7. Dredging and other excavation where the discharge results in more than incidental fallback (33 CFR 323.2(d)(1)) of dredged or excavated material

How can I design my project to eliminate the need for a USACE regulatory permit?

  1. In an area of tidal waters, the best way to avoid the need for a permit is to select a site that is above the high tide line and avoid wetlands and other waterbodies.
  2. In the vicinity of freshwater, stay above the ordinary high water mark and avoid wetlands adjacent to the stream or lake.
  3. In non-navigable waters only regulated under Section 404 of the Clean Water Act you may be able to eliminate the need for a permit by using excavation only construction methods. This involves directly excavating material from aquatic resources and disposing of the material in uplands without placing the material for any amount of time in aquatic resources (e.g., wetlands, streams, lakes). If you grade material, push material, and/or temporarily side-cast material in aquatic resources then that is not excavation only construction and a permit may be required.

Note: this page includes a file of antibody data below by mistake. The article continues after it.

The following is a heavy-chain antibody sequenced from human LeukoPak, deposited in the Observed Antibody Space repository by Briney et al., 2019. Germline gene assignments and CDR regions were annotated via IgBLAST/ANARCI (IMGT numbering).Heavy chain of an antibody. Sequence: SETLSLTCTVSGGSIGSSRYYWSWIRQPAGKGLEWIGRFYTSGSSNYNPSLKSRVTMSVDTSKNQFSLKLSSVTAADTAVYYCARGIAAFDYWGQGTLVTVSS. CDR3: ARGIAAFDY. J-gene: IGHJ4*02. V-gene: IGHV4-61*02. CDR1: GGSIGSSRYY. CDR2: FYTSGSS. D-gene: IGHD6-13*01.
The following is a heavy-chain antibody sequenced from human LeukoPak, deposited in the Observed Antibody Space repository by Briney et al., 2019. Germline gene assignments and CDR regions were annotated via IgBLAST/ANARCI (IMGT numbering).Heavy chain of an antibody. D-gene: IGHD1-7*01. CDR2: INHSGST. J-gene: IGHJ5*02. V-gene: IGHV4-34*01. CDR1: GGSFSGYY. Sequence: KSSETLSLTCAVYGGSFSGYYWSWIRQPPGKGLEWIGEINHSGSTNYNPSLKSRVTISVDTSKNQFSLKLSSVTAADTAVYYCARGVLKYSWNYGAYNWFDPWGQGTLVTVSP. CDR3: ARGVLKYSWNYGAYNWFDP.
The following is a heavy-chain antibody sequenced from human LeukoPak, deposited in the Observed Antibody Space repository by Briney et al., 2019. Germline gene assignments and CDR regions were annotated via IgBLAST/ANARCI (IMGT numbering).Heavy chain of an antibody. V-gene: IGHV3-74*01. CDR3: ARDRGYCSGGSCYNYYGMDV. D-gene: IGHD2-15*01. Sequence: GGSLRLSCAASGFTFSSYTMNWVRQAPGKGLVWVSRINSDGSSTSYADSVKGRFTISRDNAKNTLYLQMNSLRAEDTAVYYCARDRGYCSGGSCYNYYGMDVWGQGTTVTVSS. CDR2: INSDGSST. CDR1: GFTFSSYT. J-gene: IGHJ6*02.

4. If complete avoidance is not possible, design your project to meet the requirements of a general permit, which will simplify the permitting process. Contact USACE to schedule a pre-application meeting to obtain information on permitting and exemptions.

Clean Water Act 404(f) Exemptions